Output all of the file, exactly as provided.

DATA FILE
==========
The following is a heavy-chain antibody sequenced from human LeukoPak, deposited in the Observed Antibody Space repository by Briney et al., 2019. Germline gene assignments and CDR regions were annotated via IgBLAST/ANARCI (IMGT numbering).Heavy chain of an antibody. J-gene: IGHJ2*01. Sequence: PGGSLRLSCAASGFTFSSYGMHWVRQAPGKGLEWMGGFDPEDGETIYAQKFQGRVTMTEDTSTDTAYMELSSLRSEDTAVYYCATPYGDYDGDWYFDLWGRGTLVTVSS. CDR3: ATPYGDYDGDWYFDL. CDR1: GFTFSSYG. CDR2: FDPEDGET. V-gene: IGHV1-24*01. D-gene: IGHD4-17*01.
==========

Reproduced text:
The following is a heavy-chain antibody sequenced from human LeukoPak, deposited in the Observed Antibody Space repository by Briney et al., 2019. Germline gene assignments and CDR regions were annotated via IgBLAST/ANARCI (IMGT numbering).Heavy chain of an antibody. J-gene: IGHJ2*01. Sequence: PGGSLRLSCAASGFTFSSYGMHWVRQAPGKGLEWMGGFDPEDGETIYAQKFQGRVTMTEDTSTDTAYMELSSLRSEDTAVYYCATPYGDYDGDWYFDLWGRGTLVTVSS. CDR3: ATPYGDYDGDWYFDL. CDR1: GFTFSSYG. CDR2: FDPEDGET. V-gene: IGHV1-24*01. D-gene: IGHD4-17*01.